By Jeffrey S. Reznick
Next week, the National Library of Medicine (NLM) will host the workshop Images and Texts in Medical History: An Introduction to Methods, Tools, and Data from the Digital Humanities. The event is funded by the National Endowment for the Humanities (NEH) through a generous grant to Virginia Tech, and it will be held in cooperation with Virginia Tech, The Wellcome Library and The Wellcome Trust. The workshop is part of the NLM’s ongoing partnership with the NEH to develop initiatives that bring together specialists from the humanities, medicine, and information sciences to share expertise and develop new interdisciplinary research, teaching, and public policy agendas related to the fields of medical history, digital humanities, librarianship, and data science. More broadly, these engagements reflect our important trajectory here in the NLM History of Medicine Division to cooperate with our colleagues and like-minded partners in embracing the future as stewards of the past.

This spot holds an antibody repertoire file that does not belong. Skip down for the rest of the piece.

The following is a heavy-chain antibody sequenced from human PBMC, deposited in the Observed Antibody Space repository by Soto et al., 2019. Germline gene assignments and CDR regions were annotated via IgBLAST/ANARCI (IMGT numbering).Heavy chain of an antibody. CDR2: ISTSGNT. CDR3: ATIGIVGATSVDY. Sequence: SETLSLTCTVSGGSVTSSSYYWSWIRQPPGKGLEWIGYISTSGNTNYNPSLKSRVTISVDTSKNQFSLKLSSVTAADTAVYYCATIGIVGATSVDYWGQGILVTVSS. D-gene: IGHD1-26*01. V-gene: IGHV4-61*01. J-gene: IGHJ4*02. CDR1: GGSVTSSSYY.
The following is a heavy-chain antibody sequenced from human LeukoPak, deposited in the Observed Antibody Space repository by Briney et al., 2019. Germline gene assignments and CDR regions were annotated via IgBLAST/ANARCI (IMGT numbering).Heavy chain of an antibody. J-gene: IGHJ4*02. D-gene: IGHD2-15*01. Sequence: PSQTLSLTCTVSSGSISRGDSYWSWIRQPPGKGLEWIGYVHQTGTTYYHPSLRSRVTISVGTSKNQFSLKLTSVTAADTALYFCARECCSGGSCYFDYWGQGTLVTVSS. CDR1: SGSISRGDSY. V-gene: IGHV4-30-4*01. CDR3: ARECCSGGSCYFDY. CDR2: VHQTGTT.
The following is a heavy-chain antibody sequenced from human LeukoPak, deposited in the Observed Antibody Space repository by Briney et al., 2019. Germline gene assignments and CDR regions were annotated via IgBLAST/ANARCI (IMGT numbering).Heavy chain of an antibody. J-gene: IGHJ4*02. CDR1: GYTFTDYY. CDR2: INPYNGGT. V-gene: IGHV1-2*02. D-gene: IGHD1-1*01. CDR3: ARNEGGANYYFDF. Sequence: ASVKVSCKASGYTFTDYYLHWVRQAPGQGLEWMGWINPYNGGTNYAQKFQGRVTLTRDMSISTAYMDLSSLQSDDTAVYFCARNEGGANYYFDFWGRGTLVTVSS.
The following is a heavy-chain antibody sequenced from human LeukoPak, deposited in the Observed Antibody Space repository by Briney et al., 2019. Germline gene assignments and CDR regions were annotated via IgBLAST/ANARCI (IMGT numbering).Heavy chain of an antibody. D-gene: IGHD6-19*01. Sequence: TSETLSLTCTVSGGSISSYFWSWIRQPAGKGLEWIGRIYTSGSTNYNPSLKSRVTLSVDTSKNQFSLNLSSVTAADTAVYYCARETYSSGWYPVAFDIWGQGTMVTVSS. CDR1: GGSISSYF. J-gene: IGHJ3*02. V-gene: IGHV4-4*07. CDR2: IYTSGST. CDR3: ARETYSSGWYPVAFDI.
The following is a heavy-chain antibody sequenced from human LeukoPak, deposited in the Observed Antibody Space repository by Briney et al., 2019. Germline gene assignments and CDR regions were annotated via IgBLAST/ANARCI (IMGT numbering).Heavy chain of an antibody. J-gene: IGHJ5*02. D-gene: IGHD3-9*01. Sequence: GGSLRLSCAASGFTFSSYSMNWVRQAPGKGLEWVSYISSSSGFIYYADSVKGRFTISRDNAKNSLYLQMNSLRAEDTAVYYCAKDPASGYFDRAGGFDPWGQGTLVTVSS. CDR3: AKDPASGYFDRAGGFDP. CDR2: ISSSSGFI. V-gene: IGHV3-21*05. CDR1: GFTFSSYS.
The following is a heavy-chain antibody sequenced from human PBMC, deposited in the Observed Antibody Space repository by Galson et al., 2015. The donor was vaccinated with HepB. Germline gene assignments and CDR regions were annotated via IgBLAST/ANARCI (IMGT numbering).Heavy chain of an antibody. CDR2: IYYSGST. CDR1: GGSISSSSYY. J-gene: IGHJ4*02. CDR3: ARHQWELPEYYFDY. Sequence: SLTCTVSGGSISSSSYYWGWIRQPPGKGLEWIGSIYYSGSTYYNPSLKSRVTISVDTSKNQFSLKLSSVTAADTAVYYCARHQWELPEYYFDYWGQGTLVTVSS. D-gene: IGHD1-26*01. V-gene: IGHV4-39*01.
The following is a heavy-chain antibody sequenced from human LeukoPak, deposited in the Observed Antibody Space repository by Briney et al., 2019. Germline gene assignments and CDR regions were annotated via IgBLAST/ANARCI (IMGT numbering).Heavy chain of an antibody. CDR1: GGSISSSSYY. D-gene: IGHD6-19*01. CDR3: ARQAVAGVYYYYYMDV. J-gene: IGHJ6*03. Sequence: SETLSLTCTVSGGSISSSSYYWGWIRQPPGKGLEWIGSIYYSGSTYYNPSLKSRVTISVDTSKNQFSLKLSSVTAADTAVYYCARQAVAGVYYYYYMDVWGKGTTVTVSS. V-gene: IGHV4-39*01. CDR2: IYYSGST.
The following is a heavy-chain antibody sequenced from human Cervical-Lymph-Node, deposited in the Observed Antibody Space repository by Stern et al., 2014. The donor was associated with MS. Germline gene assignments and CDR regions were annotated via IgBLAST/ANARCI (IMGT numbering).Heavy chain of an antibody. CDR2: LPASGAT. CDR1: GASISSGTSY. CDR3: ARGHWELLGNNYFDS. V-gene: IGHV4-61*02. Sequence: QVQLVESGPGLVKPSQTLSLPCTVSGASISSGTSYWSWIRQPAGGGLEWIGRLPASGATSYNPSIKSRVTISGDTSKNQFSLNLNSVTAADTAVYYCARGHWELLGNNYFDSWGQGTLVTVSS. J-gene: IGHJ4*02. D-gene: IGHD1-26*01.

New Access to Images and Texts
Coinciding with the workshop, we have some exciting news to share…about images and texts, of course! Our popular collection of tens of thousands of historical medical images, which has been available for years through our database Images from the History of Medicine, is now available through NLM Digital Collections alongside over 16,000 books and videos. The collection includes portraits, photographs, fine prints, caricatures, posters, and other graphic art, and it encompasses subjects ranging from medieval astrology to 19th century slum conditions to World War I hospitals to the international fights against drug abuse and AIDS. The collection also includes all of the images from the freely-available book Hidden Treasure: The National Library of Medicine which showcases the NLM and its remarkable historical collections. Now you can search this entire image collection more easily alongside our digitized books and videos, and you can download selected images more seamlessly.